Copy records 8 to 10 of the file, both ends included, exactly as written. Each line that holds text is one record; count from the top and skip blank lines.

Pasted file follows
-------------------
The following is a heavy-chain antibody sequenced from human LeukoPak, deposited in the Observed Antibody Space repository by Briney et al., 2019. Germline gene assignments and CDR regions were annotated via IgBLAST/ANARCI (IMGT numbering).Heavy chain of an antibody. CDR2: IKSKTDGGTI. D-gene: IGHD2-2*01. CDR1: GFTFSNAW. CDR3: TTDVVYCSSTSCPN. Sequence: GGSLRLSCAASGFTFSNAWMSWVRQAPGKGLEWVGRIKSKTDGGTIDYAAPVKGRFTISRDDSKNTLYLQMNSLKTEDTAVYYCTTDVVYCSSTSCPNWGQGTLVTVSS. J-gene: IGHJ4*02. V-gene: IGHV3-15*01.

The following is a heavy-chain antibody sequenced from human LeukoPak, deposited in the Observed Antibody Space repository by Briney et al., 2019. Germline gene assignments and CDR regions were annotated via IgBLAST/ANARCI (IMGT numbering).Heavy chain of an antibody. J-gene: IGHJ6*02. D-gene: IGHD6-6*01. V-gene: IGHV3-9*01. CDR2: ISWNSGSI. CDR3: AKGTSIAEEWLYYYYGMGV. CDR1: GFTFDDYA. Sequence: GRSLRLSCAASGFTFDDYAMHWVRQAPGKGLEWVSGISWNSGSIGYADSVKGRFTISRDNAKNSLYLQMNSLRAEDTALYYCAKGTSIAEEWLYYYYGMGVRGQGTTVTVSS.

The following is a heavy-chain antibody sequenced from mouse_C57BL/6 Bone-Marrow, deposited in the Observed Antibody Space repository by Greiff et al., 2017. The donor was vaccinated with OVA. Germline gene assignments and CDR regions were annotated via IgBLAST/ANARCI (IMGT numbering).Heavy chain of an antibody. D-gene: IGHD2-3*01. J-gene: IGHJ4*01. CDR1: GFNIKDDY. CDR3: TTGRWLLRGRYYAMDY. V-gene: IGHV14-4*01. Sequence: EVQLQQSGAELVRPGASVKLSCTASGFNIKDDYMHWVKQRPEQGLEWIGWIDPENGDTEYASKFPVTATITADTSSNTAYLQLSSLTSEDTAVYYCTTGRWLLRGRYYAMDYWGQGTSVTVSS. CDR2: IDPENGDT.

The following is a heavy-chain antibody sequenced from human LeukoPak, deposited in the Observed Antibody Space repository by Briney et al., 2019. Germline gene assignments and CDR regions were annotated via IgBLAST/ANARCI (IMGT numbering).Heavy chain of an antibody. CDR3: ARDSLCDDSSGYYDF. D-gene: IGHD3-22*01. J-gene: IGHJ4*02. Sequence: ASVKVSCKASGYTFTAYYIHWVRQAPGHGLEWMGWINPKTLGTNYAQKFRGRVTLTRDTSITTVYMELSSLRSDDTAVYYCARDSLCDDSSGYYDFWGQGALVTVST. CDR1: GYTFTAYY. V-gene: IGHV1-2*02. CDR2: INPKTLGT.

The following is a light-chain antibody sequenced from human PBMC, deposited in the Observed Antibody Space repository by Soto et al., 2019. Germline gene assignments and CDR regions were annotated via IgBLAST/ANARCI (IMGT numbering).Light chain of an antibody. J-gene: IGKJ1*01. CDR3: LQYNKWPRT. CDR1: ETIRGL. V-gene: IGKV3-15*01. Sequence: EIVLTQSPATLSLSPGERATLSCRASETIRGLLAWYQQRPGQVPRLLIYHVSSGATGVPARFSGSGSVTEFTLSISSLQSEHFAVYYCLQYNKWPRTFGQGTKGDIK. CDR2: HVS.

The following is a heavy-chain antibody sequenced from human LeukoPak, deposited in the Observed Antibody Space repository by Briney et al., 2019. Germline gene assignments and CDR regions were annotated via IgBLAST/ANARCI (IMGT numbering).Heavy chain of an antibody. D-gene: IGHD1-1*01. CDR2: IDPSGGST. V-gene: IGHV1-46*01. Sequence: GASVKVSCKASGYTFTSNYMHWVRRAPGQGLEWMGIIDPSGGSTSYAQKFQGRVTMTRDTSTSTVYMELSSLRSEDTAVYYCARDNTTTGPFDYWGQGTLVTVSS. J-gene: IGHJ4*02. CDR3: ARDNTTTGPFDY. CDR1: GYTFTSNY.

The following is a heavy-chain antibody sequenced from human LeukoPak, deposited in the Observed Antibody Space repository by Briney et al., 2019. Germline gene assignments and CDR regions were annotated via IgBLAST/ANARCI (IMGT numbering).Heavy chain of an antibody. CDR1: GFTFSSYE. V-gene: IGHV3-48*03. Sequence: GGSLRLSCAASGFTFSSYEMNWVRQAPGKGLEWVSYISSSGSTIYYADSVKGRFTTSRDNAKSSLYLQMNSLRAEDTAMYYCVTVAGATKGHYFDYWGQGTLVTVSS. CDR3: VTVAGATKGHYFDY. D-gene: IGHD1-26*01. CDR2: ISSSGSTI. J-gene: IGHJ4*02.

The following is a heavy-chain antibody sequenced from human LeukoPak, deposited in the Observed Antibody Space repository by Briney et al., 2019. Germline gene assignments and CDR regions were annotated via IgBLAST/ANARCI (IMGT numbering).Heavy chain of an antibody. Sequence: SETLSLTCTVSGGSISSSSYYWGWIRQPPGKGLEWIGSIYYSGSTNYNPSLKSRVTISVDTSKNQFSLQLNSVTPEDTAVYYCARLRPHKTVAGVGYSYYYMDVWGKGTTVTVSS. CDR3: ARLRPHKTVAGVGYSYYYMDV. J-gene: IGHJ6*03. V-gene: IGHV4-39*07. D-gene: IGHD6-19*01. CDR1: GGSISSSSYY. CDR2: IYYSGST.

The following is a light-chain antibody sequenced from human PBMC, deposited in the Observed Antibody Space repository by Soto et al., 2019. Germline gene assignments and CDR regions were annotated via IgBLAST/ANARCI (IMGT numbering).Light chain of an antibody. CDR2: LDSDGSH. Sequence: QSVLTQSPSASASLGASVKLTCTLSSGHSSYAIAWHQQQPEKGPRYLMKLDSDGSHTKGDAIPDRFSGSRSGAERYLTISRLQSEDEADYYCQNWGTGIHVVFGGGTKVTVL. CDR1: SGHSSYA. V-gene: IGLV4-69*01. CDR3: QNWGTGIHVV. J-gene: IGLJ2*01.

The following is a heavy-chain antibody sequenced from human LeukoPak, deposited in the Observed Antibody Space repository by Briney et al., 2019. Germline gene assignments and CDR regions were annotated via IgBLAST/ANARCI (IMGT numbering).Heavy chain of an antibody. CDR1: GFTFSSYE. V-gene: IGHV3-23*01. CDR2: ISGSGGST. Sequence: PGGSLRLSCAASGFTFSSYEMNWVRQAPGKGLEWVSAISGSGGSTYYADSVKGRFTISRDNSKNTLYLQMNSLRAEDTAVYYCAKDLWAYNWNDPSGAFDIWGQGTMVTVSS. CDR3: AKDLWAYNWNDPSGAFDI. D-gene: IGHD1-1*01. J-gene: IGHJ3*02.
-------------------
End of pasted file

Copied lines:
The following is a heavy-chain antibody sequenced from human LeukoPak, deposited in the Observed Antibody Space repository by Briney et al., 2019. Germline gene assignments and CDR regions were annotated via IgBLAST/ANARCI (IMGT numbering).Heavy chain of an antibody. Sequence: SETLSLTCTVSGGSISSSSYYWGWIRQPPGKGLEWIGSIYYSGSTNYNPSLKSRVTISVDTSKNQFSLQLNSVTPEDTAVYYCARLRPHKTVAGVGYSYYYMDVWGKGTTVTVSS. CDR3: ARLRPHKTVAGVGYSYYYMDV. J-gene: IGHJ6*03. V-gene: IGHV4-39*07. D-gene: IGHD6-19*01. CDR1: GGSISSSSYY. CDR2: IYYSGST.

The following is a light-chain antibody sequenced from human PBMC, deposited in the Observed Antibody Space repository by Soto et al., 2019. Germline gene assignments and CDR regions were annotated via IgBLAST/ANARCI (IMGT numbering).Light chain of an antibody. CDR2: LDSDGSH. Sequence: QSVLTQSPSASASLGASVKLTCTLSSGHSSYAIAWHQQQPEKGPRYLMKLDSDGSHTKGDAIPDRFSGSRSGAERYLTISRLQSEDEADYYCQNWGTGIHVVFGGGTKVTVL. CDR1: SGHSSYA. V-gene: IGLV4-69*01. CDR3: QNWGTGIHVV. J-gene: IGLJ2*01.

The following is a heavy-chain antibody sequenced from human LeukoPak, deposited in the Observed Antibody Space repository by Briney et al., 2019. Germline gene assignments and CDR regions were annotated via IgBLAST/ANARCI (IMGT numbering).Heavy chain of an antibody. CDR1: GFTFSSYE. V-gene: IGHV3-23*01. CDR2: ISGSGGST. Sequence: PGGSLRLSCAASGFTFSSYEMNWVRQAPGKGLEWVSAISGSGGSTYYADSVKGRFTISRDNSKNTLYLQMNSLRAEDTAVYYCAKDLWAYNWNDPSGAFDIWGQGTMVTVSS. CDR3: AKDLWAYNWNDPSGAFDI. D-gene: IGHD1-1*01. J-gene: IGHJ3*02.